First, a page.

I noticed that in pictionary, Clive liked to draw sea animals, so I decided to add octopus to his name, thus "Queen Clive Octopus." I then made up a little ballad called "Have You Ever Seen A Queen Clive Octopus?" And would begin each class singing: "Have you, have you, have you eva seeeeen..."

I have way too much time on my hands, I must be moving on...

COMING SOON: Things I'll miss, things I won't

Tuesday, November 30, 2010

Korean Kids Write the Darndest Things

One of my responsibilities at school is to grade essays. Over time, I copy-pasted and emailed some of the ones I found funny to myself and built up a little collection. I can't remember the author for most of them, but there's something of each student's personality there. You also get a sense for Korean language in word-for-word translation and fuzzy grammar. I hope you enjoy reading as much as I enjoyed grading these. You better believe style points counted big.

Highlights to look for:

Olympic speed skater Apollo Ohno is called a bastard

Foods are baked on "fly pens"

A student using an online translator inadvertently makes a sick rap lyric ("a carrot cuts a virtue, and I roast it ,and an egg divides it to HuinJa and NoReunJa, and I post it")

One student dreams of becoming a dinosaur doctor and making a thesis for scientific circles while another aspires to the job of "dog's beautician."

Horses say "ihin!" and monkeys say "okki okki!"

A student hates goats because they don't fight

Hamsters "emit a squeaks upwards. It's very wonder."

Another student acknowledges that some would consider the Korean tradition of eating dog meat "crazy."

Parents are a "precious existence"

Mice become cheese detectives

Topic: Sports

Author Unknown:

I like sports very much and I can any sports very well. these days I watch winter olympic. I watched short track and speed skating. It is very exciting. and when I watch them I am pungent. Korean short track is amazing! when start we were last but they catch up to first. but there was some fouls so I was angry. korea was skating very well but Americans are did foul in womans american did foul so we could not have gold medal and mans Oh no did foul very much so I am angry for american. speed skating is amazing too. I think it is very fast I envy them . I want feel that speed . It will be very cool and get rid of stress. 샤니 데이비스 is very good athlete. he had gold medal and it is amazing. I like him If I was olympic athlete in speed skating I could have gold medal. and snow boarding was very excited I want learn it . It looks nice and great. I do not like apolo anton ohno he is bastard. he would caught korean athlete and he do foul very much so I do not like apolo anton ohno. germany is rank 1 now gold 7 silver 9 bronze 5 and america is rank 2 gold 7 silver 8 bronze 10 and 노르웨이 is rank 3 now gold 6 silver 3 bronze 5 and canada is rank 4 now gold 5 silver 4 bronze 1 now and swiss is rank 5 now gold 5 silver 0 bronze 2 now and 대 한 민 국 is rank 6 now gold 4 silver 4 bronze 1 now. it is good grade that rank 6 in all world I think korea is doing hardly I wish 김 연 아 has good grade in figure skating . She is fantastic. she play against asada mao but I think she can not win 김 연 아 I believe her and I am proud of korea athlete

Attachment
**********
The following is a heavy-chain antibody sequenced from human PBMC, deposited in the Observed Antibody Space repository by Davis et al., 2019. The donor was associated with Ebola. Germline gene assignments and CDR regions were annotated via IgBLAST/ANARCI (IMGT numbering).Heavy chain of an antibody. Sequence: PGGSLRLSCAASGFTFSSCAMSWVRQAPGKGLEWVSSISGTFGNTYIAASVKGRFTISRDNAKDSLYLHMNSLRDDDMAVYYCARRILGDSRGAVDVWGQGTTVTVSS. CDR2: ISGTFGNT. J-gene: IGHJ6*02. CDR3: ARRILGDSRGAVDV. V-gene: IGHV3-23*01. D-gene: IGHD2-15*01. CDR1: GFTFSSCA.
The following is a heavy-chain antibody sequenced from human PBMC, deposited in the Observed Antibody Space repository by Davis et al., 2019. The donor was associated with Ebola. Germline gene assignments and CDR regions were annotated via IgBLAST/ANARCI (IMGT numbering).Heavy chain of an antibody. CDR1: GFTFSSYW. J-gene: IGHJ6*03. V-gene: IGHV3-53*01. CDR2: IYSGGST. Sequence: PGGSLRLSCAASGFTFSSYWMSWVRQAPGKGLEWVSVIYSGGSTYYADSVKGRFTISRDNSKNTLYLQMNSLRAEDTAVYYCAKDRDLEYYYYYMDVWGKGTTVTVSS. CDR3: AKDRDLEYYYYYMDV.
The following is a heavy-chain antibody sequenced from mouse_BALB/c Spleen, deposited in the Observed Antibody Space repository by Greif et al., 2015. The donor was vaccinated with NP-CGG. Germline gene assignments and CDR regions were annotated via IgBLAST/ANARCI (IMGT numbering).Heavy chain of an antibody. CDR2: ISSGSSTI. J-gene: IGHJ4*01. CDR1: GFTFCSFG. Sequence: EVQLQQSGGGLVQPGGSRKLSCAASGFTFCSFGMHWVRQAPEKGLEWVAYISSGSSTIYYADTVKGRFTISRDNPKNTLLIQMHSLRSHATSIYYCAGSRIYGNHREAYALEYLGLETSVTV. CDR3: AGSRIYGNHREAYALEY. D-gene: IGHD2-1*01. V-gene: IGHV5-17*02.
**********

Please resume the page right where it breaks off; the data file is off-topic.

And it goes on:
Topic: Favorite Food

Author Unknown, but apparently very focused on directions:

I like food very much. But I hate vegetable. However, I like kimci, because it is korean food. Kimci material is cabbage. Kimci recipe is this. First, make the kimci spice. Second, apply the spice on the kimci. Third, ferment the kimci. Then, the kimci is complete! Next food is junk food. It is chicken! I like chicken very much. I always want eat chicken. You see, chicken recipe is very simple. First, smear flour on the chicken. Next, fry the chicken. Then the chicken is complete!!!!!! World is wide, food is much! Worldeast people usually eat rice. worldwest people usully eat steak. Worldeast people use the chopsticks and spoon, but worldwest people use fork and knife.

I will introduce other korea food. It is bulgogi. I don't know how to make the bulgogi. But many foreigner like bulgogi. I like bulgogi too. I like Italy food. Pizza, spaghetti,etc... That food is representation Italy food. Pizza recipe is this process. First, make the flour dough. And make thin and circle. Next, cheese, ham, etc place on the flour dough. Next, the pizza put in an oven. Wait 10 minutes, then the pizza is compelte. Next food is french toast. First, mix the egg, milk, salt, sugar. Next, bread wet into the mix. Next, bake the bread on the fly pen. Then french toast is complete!!!!!. French toast recipe is very simple. So you can cook this food easily. You can usually eat this food. Next food is japen food. It is sushi. I can eat this food. But I don't like this food. So I don't how to make sushi. But many japenses, foreigners like this japen food. Finally I like food very much!!"